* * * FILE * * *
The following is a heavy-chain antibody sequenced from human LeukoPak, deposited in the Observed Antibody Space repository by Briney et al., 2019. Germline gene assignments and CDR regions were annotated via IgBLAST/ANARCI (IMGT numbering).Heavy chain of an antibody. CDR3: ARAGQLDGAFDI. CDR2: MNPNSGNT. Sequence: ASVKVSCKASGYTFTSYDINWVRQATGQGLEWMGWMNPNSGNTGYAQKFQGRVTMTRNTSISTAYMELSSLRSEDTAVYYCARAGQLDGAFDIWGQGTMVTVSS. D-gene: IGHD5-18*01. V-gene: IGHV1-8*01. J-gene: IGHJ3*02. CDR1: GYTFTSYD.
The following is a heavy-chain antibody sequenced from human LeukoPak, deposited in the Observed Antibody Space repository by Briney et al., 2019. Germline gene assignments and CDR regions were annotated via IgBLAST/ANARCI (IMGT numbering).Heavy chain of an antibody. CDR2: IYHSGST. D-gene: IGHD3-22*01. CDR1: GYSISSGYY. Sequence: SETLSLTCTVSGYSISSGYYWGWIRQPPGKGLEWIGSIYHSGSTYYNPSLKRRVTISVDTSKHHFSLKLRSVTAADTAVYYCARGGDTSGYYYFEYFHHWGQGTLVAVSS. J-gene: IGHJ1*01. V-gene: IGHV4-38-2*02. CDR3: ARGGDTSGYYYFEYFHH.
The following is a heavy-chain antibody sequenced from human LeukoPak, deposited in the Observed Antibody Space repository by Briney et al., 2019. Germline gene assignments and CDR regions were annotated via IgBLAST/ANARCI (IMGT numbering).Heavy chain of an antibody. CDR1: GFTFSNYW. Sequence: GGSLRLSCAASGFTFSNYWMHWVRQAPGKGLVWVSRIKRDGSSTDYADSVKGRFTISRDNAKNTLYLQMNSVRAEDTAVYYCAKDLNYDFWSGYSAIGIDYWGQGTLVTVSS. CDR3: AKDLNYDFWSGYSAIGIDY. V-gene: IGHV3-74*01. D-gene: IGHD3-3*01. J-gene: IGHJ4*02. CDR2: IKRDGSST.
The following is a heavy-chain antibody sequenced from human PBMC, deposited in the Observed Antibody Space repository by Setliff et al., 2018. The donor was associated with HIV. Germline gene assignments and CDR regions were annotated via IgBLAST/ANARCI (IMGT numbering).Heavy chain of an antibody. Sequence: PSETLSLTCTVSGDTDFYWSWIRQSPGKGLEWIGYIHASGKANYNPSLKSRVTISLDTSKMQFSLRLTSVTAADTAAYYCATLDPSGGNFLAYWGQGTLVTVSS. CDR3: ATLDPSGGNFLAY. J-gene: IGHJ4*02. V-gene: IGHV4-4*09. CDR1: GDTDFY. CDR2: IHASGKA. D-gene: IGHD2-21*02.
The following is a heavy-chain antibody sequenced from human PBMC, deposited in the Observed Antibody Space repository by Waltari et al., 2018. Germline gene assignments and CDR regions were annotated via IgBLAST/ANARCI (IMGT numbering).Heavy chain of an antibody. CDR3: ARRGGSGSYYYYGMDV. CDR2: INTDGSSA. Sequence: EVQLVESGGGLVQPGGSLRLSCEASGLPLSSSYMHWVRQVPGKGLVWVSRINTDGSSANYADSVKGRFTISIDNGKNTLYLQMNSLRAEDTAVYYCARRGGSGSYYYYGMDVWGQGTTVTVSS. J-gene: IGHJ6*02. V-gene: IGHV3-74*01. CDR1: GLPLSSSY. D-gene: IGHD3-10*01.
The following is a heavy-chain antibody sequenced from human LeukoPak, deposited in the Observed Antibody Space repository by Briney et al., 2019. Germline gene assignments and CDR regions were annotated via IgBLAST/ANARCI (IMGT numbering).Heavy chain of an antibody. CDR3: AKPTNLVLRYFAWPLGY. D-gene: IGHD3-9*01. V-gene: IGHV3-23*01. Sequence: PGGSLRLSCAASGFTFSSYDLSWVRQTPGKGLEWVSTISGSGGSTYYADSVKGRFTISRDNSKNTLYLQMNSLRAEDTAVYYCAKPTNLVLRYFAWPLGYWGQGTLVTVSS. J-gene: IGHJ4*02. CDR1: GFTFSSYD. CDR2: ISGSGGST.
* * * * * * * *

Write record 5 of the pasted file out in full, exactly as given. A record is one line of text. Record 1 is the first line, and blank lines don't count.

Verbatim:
The following is a heavy-chain antibody sequenced from human PBMC, deposited in the Observed Antibody Space repository by Waltari et al., 2018. Germline gene assignments and CDR regions were annotated via IgBLAST/ANARCI (IMGT numbering).Heavy chain of an antibody. CDR3: ARRGGSGSYYYYGMDV. CDR2: INTDGSSA. Sequence: EVQLVESGGGLVQPGGSLRLSCEASGLPLSSSYMHWVRQVPGKGLVWVSRINTDGSSANYADSVKGRFTISIDNGKNTLYLQMNSLRAEDTAVYYCARRGGSGSYYYYGMDVWGQGTTVTVSS. J-gene: IGHJ6*02. V-gene: IGHV3-74*01. CDR1: GLPLSSSY. D-gene: IGHD3-10*01.